Suspected carotid artery stenosis: Cost-effectiveness of CT angiography in work-up of patients with recent TIA or minor ischemic stroke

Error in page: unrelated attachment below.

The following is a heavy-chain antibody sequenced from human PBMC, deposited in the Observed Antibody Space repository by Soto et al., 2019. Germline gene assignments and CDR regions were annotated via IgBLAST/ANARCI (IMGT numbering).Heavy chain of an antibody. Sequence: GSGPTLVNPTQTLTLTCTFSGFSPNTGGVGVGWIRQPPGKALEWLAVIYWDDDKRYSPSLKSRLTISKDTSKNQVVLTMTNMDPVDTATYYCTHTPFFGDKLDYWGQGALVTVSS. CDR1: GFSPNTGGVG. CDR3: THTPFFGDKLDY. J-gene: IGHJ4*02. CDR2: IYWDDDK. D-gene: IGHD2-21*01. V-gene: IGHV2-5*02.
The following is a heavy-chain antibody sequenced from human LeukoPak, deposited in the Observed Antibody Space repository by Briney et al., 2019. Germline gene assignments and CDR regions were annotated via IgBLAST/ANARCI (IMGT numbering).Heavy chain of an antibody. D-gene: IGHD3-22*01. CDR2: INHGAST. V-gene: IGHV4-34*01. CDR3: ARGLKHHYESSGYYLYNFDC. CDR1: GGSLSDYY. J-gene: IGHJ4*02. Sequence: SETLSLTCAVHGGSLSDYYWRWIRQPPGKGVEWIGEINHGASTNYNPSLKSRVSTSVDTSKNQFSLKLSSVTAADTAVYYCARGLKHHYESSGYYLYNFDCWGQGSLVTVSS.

Purpose: To assess the effectiveness and cost-effectiveness of state-of-the-art noninvasive diagnostic imaging strategies in patients with a transient ischemic attack (TIA) or minor stroke who are suspected of having carotid artery stenosis (CAS). Materials and Methods: All prospectively evaluated patients provided informed consent, and the local ethics committee approved this study. Diagnostic performance, treatment, long-term events, quality of life, and costs resulting from strategies employing duplex ultrasonography (US), computed tomographic (CT) angiography, contrast material-enhanced magnetic resonance (MR) angiography, and combinations of these modalities were modeled in a decision tree and Markov model. Data sources included a prospective diagnostic cohort study, a meta-analysis, and a review of the literature. Outcomes were costs, quality-adjusted life-years (QALYs), incremental cost-effectiveness ratios, and net health benefits (QALY-equivalents), with a willingness-to-pay threshold of €50 000 per QALY and a societal perspective. The strategy with the highest net health benefit was considered the most cost effective. Extensive one-way, two-way, and probabilistic sensitivity analyses to explore the effect of varying parameter values were performed. The reference case analysis assumed that patients underwent surgery 2-4 weeks after the first symptoms, and the effect of earlier intervention was explored. Results: The reference case analysis showed that duplex US combined with CT angiography and surgery for 70%-99% stenoses was the most cost-effective strategy, with a net health benefit of 13.587 and 15.542 QALY-equivalents in men and women, respectively. In men, the CT angiography strategy with a 70%-99% cutoff yielded slightly more QALYs, at an incremental cost of €71 419 per QALY, compared with duplex US combined with CT angiography. In patients with a high-risk profile, in patients with a high prior probability of disease, and when patients could be treated within 2 weeks after the first symptoms, the CT angiography strategy with surgery for 50%-99% stenoses was the most cost-effective strategy. Conclusion: In diagnosing CAS, duplex US should be the initial test, and, if its results are positive, CT angiography should be performed; patients with 70%-99% stenoses should then undergo carotid endarterectomy. In patients with a high-risk profile, a high probability of CAS, or who can undergo surgery without delay, immediate CT angiography and surgery for 50%-99% stenoses is indicated.